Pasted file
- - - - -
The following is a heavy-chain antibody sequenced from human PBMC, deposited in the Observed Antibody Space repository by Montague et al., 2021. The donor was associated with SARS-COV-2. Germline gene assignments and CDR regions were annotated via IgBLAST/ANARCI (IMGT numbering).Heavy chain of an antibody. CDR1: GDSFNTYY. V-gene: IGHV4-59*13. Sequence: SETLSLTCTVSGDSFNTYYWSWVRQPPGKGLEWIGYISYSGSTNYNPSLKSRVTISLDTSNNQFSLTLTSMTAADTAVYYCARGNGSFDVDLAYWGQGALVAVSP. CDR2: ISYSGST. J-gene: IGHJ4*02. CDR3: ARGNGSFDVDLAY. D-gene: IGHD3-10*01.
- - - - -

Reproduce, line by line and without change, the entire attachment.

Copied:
The following is a heavy-chain antibody sequenced from human PBMC, deposited in the Observed Antibody Space repository by Montague et al., 2021. The donor was associated with SARS-COV-2. Germline gene assignments and CDR regions were annotated via IgBLAST/ANARCI (IMGT numbering).Heavy chain of an antibody. CDR1: GDSFNTYY. V-gene: IGHV4-59*13. Sequence: SETLSLTCTVSGDSFNTYYWSWVRQPPGKGLEWIGYISYSGSTNYNPSLKSRVTISLDTSNNQFSLTLTSMTAADTAVYYCARGNGSFDVDLAYWGQGALVAVSP. CDR2: ISYSGST. J-gene: IGHJ4*02. CDR3: ARGNGSFDVDLAY. D-gene: IGHD3-10*01.